If you use your truck for towing or hauling, you’ve probably heard about GVWR (Gross Vehicle Weight Rating). If you’ve never owned a truck before, or you’re new to towing, the concept of a “Gross Vehicle Weight Rating” might be a bit of a head-scratcher.
If you’re using your truck for hauling large loads, then GVWR is incredibly important to understand. If you’re not familiar with GVWR, we’ve made this guide for you.
What is GVWR?
Your truck’s GVWR, or Gross Vehicle Weight Rating, is the heaviest your vehicle can weigh while still remaining safe to drive. Your truck also has a “curb weight”, which is your truck’s weight without any cargo or occupants.
For example, your truck may have an ’empty’ curb weight of 5,500 pounds and a GVWR of 7,000 pounds. Subtracting 7,000 lbs from 5,500 lbs gives you 1,500 lbs. That means you can safely add 1,500 pounds of extra “stuff” to your vehicle.
The difference between your truck’s curb weight and GVWR won’t always be an accurate representation of your truck’s payload. When trying to figure out the safest amount of cargo to put on your truck, you need to take into account more than just your curb weight and gross vehicle weight.
In addition to your cargo weight, you also need to pay attention to the weight of your passengers, the weight of the fuel in your tank, and the weight of the accessories attached to your truck –such as tonneau covers, toolboxes, and truck caps.
If you’re towing a trailer, you also need to take into account the trailer’s tongue weight. We’ll cover the concept of tongue weight shortly.
If you don’t know your truck’s curb weight, you can check it at any weigh station. When checking your curb weight, bring all the gear you normally carry with you for the most accurate estimate possible. Once you know your curb weight, you can find your GVWR rating on your truck.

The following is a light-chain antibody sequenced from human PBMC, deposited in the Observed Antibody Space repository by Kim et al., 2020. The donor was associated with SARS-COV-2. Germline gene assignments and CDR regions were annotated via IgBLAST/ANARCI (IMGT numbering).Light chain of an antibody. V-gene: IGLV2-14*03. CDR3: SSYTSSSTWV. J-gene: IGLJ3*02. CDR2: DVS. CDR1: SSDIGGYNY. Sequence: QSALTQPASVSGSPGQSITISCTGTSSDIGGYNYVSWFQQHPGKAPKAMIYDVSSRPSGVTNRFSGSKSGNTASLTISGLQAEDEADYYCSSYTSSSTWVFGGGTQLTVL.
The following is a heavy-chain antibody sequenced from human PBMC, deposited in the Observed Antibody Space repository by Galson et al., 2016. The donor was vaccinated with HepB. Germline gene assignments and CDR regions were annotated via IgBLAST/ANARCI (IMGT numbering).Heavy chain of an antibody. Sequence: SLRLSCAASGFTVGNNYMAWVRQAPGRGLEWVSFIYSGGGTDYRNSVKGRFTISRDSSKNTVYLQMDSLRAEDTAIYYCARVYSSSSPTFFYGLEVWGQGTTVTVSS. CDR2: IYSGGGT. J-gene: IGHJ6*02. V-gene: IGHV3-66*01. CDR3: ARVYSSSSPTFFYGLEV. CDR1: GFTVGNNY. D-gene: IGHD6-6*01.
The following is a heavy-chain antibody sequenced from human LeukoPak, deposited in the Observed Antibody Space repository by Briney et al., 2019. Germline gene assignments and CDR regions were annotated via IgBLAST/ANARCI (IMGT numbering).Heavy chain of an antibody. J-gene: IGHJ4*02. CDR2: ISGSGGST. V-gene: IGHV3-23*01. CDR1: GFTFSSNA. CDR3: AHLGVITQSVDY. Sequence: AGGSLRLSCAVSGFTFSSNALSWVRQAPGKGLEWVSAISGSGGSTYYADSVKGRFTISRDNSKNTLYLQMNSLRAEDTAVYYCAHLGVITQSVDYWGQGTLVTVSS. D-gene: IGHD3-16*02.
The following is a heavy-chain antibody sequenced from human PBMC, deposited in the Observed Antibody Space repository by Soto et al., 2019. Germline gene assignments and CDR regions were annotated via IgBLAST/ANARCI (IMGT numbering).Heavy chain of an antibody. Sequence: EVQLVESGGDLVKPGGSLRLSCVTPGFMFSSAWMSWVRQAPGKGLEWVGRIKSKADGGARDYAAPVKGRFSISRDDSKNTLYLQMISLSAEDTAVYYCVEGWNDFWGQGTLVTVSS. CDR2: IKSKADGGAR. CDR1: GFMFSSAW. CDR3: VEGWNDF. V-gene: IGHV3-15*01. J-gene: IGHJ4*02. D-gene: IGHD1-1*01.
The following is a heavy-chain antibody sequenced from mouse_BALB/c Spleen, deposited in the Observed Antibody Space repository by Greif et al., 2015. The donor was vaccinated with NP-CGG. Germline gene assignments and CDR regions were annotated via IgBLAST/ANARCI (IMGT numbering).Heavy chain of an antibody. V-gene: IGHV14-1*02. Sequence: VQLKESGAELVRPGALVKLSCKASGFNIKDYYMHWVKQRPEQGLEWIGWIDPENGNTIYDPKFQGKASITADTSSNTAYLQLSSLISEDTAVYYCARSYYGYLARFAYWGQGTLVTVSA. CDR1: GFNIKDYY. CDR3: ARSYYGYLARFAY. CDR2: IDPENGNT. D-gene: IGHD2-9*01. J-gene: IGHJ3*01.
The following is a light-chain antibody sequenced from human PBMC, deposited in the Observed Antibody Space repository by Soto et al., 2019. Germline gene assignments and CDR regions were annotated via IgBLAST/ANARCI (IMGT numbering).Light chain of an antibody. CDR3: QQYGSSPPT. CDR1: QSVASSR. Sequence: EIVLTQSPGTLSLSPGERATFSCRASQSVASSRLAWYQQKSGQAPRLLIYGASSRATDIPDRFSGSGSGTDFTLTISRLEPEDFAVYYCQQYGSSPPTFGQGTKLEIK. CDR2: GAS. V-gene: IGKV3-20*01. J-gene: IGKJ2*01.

You’ll find it either from a sticker on the driver’s side door frame or in your owner’s manual. Do some simple math and subtract your GVWR from the curb weight you measured. This will tell you exactly how much cargo you can carry, as well as how heavy your trailer’s tongue weight can be.
What About Your Truck’s GCWR?
In addition to GVWR, your truck also has a GCWR: Gross Combined Weight Rating. Your GCWR takes into account your vehicle weight and trailer weight and gives you the maximum combined weight that can be pulled safely.
We’ll give you an example. If you have a truck weighing 6,000 lbs, and your GCWR is 14,000 lbs, then your trailer must be 8,000 lbs or less.
The maximum weight of your trailer was gotten by subtracting your gross combined weight from your curb weight. (14,000 GCWR – 6,000 curb weight = 8,000 for the trailer).
Many vehicles are capable of pulling far more than their GCWR. GCWR isn’t how much weight your truck can pull, it’s how much weight it can pull safely. The heavier a trailer is, the harder it will be to control the trailer when you’re turning or breaking.
At some point, your trailer becomes too heavy to control –that point is represented by your GCWR.
Gross Vehicle Weight Vs. Curb Weight
What’s the difference between your gross vehicle and your curb weight? One weight takes into account your cargo, while the other does not. We’ve mentioned curb weight, which is the weight of your vehicle at rest.
Your curb weight represents your vehicle’s weight with all of the standard equipment and amenities, it doesn’t include any cargo or passengers. Gross vehicle weight, on the other hand, does include the additional weight of your passengers and cargo.